in a world where "anything goes" - but, I implore you to consider
the beliefs and respect for others.
How would you feel if an artist depicted Hispanics as ignorant, dirty and gaudy? Please, it saddens me more than it angers me that you feel such a need for notierity that you would sacrifice Our Ladys image on the altar of money and publicity.
Subject: comentary on alma lopez' "virgin"
Date: Wed, 13 Jun 2001 16:06:09 -0700
From: sergio zenteno <email@example.com>
To: XColumn@aol.com, firstname.lastname@example.org
As is often the case, women performance artists
who explore personal issues such as rape, abuse, sexism, etc., tend to present
their bodies in disrobed or nearly nude situations in performance. Raquel
is a case in point. I find this interesting.
The Virgen of Guadalupe, an essential icon in
much of the world, particularly in Latin communities, will invariably command
attention, specially if it is "treated" with the provocative signifiers
of modern-day sexiness, even when the face denotes a sufficient degree of
sufrida angst. I admire these women for producing such controversy-prone
work but by employing such obvious and loaded topics: sex and religion, Alma
and Raquel risk the central merit of the piece. Often, the controversy-as-noise
surrounding a work of art passes for true aesthetic and/or conceptual merit.
Subject: Re: Your wonderful cause--
Date: Wed, 13 Jun 2001 21:33:23 EDT
I want to add my wholehearted support for your
magnificent courage to the record of all those who also see and understand
the value and supreme importance of the stand you have taken. It is a very,
very old fight, and one we, as women and human beings must fight, and keep
on fighting, not only for ourselves but for the moral and spiritual survival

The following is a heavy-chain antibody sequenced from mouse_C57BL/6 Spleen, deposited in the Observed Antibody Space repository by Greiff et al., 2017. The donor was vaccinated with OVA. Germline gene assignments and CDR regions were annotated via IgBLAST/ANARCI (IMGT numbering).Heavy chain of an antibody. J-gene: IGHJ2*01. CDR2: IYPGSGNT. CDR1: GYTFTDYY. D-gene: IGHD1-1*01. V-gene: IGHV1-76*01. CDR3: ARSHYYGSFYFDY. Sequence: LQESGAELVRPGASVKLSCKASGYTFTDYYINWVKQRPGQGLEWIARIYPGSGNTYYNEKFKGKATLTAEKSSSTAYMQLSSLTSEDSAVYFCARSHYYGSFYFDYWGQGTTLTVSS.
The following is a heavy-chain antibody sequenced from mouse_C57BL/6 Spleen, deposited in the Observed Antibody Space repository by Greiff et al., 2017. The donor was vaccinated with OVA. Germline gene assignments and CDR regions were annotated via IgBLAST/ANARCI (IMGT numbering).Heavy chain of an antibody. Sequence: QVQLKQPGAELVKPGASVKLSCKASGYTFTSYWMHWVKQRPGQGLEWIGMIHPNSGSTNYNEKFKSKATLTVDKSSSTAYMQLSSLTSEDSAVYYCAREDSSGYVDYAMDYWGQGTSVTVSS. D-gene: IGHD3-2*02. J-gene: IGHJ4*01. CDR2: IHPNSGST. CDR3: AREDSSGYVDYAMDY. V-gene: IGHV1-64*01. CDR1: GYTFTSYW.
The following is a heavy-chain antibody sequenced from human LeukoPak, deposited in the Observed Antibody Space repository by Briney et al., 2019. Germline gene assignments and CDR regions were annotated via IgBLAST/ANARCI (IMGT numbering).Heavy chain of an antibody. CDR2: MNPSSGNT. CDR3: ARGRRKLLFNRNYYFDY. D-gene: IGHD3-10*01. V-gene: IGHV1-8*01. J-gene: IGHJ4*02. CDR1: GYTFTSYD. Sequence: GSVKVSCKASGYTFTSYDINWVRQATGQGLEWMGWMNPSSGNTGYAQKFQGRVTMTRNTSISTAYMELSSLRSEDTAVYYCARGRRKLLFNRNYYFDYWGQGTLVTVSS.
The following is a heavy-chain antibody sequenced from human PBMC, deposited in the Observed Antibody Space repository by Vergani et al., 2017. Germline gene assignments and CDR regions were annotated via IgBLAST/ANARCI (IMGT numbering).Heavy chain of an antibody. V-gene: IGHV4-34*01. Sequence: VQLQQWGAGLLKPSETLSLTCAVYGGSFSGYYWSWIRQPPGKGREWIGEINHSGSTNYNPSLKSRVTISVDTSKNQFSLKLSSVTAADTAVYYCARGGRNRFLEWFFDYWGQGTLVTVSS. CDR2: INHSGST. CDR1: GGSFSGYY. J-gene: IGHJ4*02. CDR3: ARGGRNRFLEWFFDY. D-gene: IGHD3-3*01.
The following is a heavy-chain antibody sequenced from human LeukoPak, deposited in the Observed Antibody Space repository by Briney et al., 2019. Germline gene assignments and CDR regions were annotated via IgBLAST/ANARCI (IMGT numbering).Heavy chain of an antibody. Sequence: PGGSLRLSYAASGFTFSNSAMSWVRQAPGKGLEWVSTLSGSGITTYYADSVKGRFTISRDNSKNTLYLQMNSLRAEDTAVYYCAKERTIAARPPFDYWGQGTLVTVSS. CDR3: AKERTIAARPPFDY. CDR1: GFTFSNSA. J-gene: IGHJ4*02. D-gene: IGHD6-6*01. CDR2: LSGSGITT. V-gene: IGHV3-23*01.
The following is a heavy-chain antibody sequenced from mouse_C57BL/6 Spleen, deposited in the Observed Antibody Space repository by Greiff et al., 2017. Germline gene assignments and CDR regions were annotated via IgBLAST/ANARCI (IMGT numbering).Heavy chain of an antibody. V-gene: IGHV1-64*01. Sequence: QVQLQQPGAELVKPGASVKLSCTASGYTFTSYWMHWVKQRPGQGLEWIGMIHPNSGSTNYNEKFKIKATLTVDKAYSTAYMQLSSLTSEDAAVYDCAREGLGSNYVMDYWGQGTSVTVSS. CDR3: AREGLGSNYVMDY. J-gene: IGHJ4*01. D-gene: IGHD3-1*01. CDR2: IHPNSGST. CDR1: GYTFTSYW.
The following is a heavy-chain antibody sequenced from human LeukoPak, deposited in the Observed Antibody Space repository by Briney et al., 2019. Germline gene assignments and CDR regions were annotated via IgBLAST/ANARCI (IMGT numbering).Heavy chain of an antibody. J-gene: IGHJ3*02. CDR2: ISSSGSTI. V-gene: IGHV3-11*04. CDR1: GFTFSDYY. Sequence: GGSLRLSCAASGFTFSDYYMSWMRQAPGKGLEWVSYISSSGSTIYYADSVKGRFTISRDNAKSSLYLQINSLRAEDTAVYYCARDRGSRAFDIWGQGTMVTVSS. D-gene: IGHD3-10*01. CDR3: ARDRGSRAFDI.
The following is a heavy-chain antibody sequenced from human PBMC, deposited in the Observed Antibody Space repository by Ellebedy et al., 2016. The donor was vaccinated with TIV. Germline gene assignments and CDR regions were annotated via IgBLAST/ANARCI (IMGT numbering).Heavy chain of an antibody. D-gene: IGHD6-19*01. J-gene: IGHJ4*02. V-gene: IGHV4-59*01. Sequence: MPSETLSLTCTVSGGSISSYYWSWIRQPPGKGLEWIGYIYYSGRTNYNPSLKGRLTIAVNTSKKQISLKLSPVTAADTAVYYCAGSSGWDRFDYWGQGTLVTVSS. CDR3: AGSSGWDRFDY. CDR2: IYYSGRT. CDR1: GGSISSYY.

of the human being as a species. Women's rights also are the most fundamental
human rights. The men who oppose you now are too far from the truth to understand
that their own rights have been, and will be, imperiled, by the very same
tacitcs they are using against you.
I am an artist living in the New York area,
and have been a feminist for many years, so I understand only too well what
you are dealing with.
Bravissima! and hold on--help is coming--as
it must for your sound and good cause.
I wish you all the very best success--
Subject: Fwd: Re: [AztlanNet: ARTS|LETTERS]
Date: Wed, 13 Jun 2001 18:48:15 -0700 (PDT)
From: Pedro Romero <email@example.com>
Roberto Rodriguez wrote: ... but again, I do
respect all things sacred...
Question: Is the image of Our Lady of Guadalupe
groping La Sirena's T & A sacred? Is the image respect-able?
AS per what is Mejicano, the dominant culture
of this country is much ignorant about what is Mexican, even New Mexican (
many think New Mexico is not part of the U.S. even). Even a most significant
cultural icon of what is Mejicano, i.e. la Guadalupana image, is ignorantly
dismissed as trivial, a commodity, and little understood. Commandeering this
image to give relevance to one's own political agenda, as Alma Lopez has done,
trivializes the esteem or value (syn.: respect) many Mejicanos and Nuevo Mejicanos
have for the traditional image and its role in their personal experience.
The dominant culture's cultural apparatus, such as the Museum of New Mexico,
validates and has propagandized this ignorant trivialization. Lopez's work
serves the dominant culture view. > Lopez says "Our Lady" is
not devotional. As it is written: "It is literally true: 'Human things
must be known in order to be loved; divine things must loved in order to be
known.'" -the Urantia Book